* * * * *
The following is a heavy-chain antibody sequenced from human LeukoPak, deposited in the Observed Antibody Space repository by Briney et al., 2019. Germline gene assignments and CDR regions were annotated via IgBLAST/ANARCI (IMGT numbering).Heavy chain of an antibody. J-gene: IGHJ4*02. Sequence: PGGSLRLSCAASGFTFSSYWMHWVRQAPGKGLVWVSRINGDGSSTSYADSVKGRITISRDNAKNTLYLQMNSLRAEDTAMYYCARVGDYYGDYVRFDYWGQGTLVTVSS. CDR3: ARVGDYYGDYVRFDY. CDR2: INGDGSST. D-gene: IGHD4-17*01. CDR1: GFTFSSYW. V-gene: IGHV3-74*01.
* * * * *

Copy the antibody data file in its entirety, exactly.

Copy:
The following is a heavy-chain antibody sequenced from human LeukoPak, deposited in the Observed Antibody Space repository by Briney et al., 2019. Germline gene assignments and CDR regions were annotated via IgBLAST/ANARCI (IMGT numbering).Heavy chain of an antibody. J-gene: IGHJ4*02. Sequence: PGGSLRLSCAASGFTFSSYWMHWVRQAPGKGLVWVSRINGDGSSTSYADSVKGRITISRDNAKNTLYLQMNSLRAEDTAMYYCARVGDYYGDYVRFDYWGQGTLVTVSS. CDR3: ARVGDYYGDYVRFDY. CDR2: INGDGSST. D-gene: IGHD4-17*01. CDR1: GFTFSSYW. V-gene: IGHV3-74*01.